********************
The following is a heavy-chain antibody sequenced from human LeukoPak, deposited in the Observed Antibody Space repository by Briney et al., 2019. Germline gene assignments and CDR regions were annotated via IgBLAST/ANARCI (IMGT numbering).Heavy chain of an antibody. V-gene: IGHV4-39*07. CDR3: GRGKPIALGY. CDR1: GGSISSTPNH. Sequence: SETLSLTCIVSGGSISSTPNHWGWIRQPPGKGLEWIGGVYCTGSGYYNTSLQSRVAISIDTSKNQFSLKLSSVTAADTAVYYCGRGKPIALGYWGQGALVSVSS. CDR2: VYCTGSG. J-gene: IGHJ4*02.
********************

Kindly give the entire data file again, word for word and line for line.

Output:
The following is a heavy-chain antibody sequenced from human LeukoPak, deposited in the Observed Antibody Space repository by Briney et al., 2019. Germline gene assignments and CDR regions were annotated via IgBLAST/ANARCI (IMGT numbering).Heavy chain of an antibody. V-gene: IGHV4-39*07. CDR3: GRGKPIALGY. CDR1: GGSISSTPNH. Sequence: SETLSLTCIVSGGSISSTPNHWGWIRQPPGKGLEWIGGVYCTGSGYYNTSLQSRVAISIDTSKNQFSLKLSSVTAADTAVYYCGRGKPIALGYWGQGALVSVSS. CDR2: VYCTGSG. J-gene: IGHJ4*02.